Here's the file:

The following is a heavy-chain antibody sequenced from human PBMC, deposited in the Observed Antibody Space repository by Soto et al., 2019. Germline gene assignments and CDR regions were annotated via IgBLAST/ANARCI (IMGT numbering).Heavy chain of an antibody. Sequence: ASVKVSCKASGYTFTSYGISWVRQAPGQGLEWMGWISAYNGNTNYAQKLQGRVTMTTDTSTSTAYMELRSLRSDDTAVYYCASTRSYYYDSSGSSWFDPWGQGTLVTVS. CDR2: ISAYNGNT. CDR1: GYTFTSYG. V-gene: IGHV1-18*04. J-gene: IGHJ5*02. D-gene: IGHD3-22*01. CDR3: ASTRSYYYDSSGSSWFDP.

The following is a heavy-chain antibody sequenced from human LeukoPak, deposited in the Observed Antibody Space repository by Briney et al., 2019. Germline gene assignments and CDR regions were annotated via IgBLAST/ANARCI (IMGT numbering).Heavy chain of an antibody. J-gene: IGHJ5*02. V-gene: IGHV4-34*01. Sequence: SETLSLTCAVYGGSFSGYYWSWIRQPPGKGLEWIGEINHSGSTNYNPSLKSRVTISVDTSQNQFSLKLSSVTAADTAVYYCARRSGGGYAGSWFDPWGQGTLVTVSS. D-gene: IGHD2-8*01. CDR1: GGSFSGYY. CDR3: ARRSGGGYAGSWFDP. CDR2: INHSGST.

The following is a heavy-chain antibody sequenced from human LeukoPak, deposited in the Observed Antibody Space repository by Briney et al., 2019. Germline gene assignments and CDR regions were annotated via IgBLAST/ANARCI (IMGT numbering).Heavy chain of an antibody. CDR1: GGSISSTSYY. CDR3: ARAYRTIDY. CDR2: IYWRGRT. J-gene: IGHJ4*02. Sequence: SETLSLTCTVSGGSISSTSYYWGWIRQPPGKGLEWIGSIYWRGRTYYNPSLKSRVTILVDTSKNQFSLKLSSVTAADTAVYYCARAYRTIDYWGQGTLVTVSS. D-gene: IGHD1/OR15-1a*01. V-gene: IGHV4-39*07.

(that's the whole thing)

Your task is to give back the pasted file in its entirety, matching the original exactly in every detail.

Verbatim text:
The following is a heavy-chain antibody sequenced from human PBMC, deposited in the Observed Antibody Space repository by Soto et al., 2019. Germline gene assignments and CDR regions were annotated via IgBLAST/ANARCI (IMGT numbering).Heavy chain of an antibody. Sequence: ASVKVSCKASGYTFTSYGISWVRQAPGQGLEWMGWISAYNGNTNYAQKLQGRVTMTTDTSTSTAYMELRSLRSDDTAVYYCASTRSYYYDSSGSSWFDPWGQGTLVTVS. CDR2: ISAYNGNT. CDR1: GYTFTSYG. V-gene: IGHV1-18*04. J-gene: IGHJ5*02. D-gene: IGHD3-22*01. CDR3: ASTRSYYYDSSGSSWFDP.

The following is a heavy-chain antibody sequenced from human LeukoPak, deposited in the Observed Antibody Space repository by Briney et al., 2019. Germline gene assignments and CDR regions were annotated via IgBLAST/ANARCI (IMGT numbering).Heavy chain of an antibody. J-gene: IGHJ5*02. V-gene: IGHV4-34*01. Sequence: SETLSLTCAVYGGSFSGYYWSWIRQPPGKGLEWIGEINHSGSTNYNPSLKSRVTISVDTSQNQFSLKLSSVTAADTAVYYCARRSGGGYAGSWFDPWGQGTLVTVSS. D-gene: IGHD2-8*01. CDR1: GGSFSGYY. CDR3: ARRSGGGYAGSWFDP. CDR2: INHSGST.

The following is a heavy-chain antibody sequenced from human LeukoPak, deposited in the Observed Antibody Space repository by Briney et al., 2019. Germline gene assignments and CDR regions were annotated via IgBLAST/ANARCI (IMGT numbering).Heavy chain of an antibody. CDR1: GGSISSTSYY. CDR3: ARAYRTIDY. CDR2: IYWRGRT. J-gene: IGHJ4*02. Sequence: SETLSLTCTVSGGSISSTSYYWGWIRQPPGKGLEWIGSIYWRGRTYYNPSLKSRVTILVDTSKNQFSLKLSSVTAADTAVYYCARAYRTIDYWGQGTLVTVSS. D-gene: IGHD1/OR15-1a*01. V-gene: IGHV4-39*07.